Tuesday, September 23, 2008

Fay Puckett: Daughter of woman who operated rooming house where Lee Harvey Oswald lived

by MICHAEL GRANBERRY / The Dallas Morning News

Fay Puckett, whose mother operated the Oak Cliff rooming house where Lee Harvey Oswald was living in the fall of 1963, died Sunday from complications of Alzheimer's disease. She was 84.

Her daughter, Patricia Puckett Hall, who still lives in the house at 1026 N. Beckley, said Monday that her mother was legally blind and nearly deaf at the end of a long illness.

Like many in the city, Ms. Puckett was touched by the assassination of President John F. Kennedy.

Ms. Puckett was working in her photography studio on Jefferson Boulevard when she looked out the window and saw Dallas police escorting a screaming, handcuffed Oswald from the Texas Theatre across the street. She recognized him as one of her mother's tenants.

Ms. Puckett's mother was Gladys Johnson, who for almost six weeks in the fall of 1963 rented a room to a man who gave his name as O.H. Lee. He paid $8 a week. On Nov. 22, 1963, Oswald returned briefly to the rooming house, minutes after President Kennedy was shot.

Earlene Roberts, Ms. Johnson's housekeeper, was sitting in the living room watching television when an apparently agitated Oswald opened the door. Ms. Roberts told reporters that when Oswald came in, she said, "You sure are in a hurry" – to which he gave no response. She said he entered in shirt-sleeves and left zipping up a jacket.

Investigators later concluded that Oswald went to his room to fetch his pistol, which they say he used minutes later to gun down Dallas police Officer J.D. Tippit.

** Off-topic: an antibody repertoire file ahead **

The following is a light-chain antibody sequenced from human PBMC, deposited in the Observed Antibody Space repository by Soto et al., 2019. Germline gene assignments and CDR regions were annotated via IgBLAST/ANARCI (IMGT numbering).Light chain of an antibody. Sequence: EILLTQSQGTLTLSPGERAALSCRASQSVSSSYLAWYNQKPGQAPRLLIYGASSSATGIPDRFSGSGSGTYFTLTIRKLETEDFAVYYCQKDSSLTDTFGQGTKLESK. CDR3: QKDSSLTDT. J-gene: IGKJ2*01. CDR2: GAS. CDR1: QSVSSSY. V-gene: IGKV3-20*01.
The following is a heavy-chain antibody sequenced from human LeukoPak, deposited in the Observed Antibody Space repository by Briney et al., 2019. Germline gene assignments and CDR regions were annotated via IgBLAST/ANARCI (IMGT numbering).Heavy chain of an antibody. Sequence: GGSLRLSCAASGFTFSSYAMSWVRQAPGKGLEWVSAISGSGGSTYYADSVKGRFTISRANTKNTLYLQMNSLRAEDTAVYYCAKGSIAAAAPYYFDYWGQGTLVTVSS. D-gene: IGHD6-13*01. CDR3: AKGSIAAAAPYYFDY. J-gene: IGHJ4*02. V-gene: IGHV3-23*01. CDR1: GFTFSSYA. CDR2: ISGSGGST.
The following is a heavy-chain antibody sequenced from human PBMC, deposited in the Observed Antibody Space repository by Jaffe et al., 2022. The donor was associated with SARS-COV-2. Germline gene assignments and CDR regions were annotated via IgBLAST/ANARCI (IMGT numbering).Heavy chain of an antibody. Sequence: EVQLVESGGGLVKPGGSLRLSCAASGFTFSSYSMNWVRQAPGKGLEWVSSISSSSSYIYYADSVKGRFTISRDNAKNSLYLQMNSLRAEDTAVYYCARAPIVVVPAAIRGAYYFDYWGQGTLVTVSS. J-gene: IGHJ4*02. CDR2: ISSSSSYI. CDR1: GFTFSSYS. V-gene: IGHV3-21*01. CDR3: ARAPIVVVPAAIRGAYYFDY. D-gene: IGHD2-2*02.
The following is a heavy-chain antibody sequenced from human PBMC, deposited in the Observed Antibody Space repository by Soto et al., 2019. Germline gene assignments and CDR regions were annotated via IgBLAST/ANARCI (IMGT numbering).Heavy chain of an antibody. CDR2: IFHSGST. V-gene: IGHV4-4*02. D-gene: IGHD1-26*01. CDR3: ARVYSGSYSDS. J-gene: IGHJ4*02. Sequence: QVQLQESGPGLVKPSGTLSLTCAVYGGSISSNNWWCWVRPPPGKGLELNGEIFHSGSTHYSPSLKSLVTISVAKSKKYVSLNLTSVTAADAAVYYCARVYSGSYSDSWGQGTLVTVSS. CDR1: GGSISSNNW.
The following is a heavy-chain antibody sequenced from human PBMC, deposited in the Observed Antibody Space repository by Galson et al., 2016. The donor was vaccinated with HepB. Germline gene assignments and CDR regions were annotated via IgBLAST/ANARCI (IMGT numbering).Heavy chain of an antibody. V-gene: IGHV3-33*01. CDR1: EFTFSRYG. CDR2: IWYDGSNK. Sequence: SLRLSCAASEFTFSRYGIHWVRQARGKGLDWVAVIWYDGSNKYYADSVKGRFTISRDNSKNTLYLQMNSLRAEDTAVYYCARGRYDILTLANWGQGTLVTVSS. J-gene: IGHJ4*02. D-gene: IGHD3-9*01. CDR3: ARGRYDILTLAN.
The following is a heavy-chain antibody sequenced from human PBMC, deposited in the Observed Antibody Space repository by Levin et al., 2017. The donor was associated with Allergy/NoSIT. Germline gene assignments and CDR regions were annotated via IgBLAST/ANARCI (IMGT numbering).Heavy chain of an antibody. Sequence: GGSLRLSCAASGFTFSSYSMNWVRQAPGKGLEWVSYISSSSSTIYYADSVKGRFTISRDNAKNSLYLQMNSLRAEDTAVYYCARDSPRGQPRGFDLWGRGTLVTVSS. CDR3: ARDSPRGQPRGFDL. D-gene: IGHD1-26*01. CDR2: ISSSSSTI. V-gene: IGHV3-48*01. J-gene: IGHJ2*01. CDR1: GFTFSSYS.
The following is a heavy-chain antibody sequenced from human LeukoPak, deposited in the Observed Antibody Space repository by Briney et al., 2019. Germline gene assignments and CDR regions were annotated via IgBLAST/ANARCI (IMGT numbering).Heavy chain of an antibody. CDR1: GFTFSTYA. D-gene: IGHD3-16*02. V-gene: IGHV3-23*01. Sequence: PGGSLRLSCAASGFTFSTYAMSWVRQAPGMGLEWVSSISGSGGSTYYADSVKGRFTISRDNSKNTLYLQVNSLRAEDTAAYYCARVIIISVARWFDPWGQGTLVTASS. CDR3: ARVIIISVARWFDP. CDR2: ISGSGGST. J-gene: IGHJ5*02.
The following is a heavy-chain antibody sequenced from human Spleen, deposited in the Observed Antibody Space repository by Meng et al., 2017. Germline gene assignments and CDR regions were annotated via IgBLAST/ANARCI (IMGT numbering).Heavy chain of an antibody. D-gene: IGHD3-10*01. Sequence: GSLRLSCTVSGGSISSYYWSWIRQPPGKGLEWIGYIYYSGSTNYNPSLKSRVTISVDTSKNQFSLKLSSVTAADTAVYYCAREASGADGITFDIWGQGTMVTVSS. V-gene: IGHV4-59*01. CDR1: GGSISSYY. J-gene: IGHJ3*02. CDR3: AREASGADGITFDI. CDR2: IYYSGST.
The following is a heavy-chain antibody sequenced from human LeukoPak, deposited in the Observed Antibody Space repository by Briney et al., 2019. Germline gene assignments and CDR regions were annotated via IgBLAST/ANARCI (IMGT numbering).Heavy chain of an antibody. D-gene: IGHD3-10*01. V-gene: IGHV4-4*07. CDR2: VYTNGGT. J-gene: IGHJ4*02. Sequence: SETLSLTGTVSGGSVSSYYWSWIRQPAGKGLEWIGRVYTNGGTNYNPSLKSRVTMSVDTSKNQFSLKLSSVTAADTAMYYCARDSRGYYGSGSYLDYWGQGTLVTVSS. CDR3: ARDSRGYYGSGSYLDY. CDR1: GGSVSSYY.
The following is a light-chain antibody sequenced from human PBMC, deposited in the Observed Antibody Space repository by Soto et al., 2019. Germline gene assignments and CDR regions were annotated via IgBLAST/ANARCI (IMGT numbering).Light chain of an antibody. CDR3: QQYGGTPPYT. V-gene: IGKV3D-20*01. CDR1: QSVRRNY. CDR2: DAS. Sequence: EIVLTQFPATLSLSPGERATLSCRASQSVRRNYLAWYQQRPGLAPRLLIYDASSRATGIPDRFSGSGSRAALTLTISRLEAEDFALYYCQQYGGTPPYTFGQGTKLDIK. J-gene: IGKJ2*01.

Ms. Puckett, who returned to live in the family home in 1977, spoke often over the years of how the house – which has always been occupied by a family member – loomed as a reminder of Dallas' darkest day.

"It was like a circus here after the assassination," Ms. Puckett told The Dallas Morning News in 1997. "People were always coming by to see Oswald's room. My mother allowed them inside for a while. Then it got so totally out of hand, she stopped doing that. Oswald only lived here about six weeks. It was just at the wrong time."

Ms. Puckett was sitting on her porch one day when a man approached. "You look like Norman Mailer," she said. "I am," replied the author of Oswald's Tale.

During the early 1990s, Ms. Puckett allowed filmmaker Oliver Stone inside the home to shoot scenes for the movie JFK. But she became increasingly miffed, her daughter said, over Mr. Stone's taking "weeks instead of days" and "totally ignoring" details and descriptions she deemed important. "Mother's not a real big fan of Oliver Stone," Ms. Hall said.

Born Stella Fae Arrant in Alto, Texas, in 1923, Ms. Puckett began using the name "Fay" in an effort to circumvent the sexism she encountered as a young business owner, hoping that before they met her, prospective employers would think she was male.

"After they saw her work," her daughter said, "it didn't matter that she was a woman."

For years, she owned Puckett Studio at the corner of Davis and Bishop in the area now known as the Bishop Arts District. For three decades, her daughter says, she "combined oil painting with photography, specializing in portraits" and weddings.

Ms. Hall describes her mother as being able to capture "the warmth and personality of each and every client that came into her studio."

Upon her return to the family home, she brought her business with her. She converted the small room where Oswald slept into the family library, filling it with books and the family's crystal collection, as it remains today.

She is survived by her daughter, four grandchildren and four great-grandchildren. In lieu of flowers, the family is requesting donations to the Alzheimer's Foundation of America. A private memorial service will be held at the family home on Saturday.

Source: The Dallas Morning News

1 comment:

Anonymous said...

I love you Gramma. I thank God that you are comfortable now.

Amee and the Girls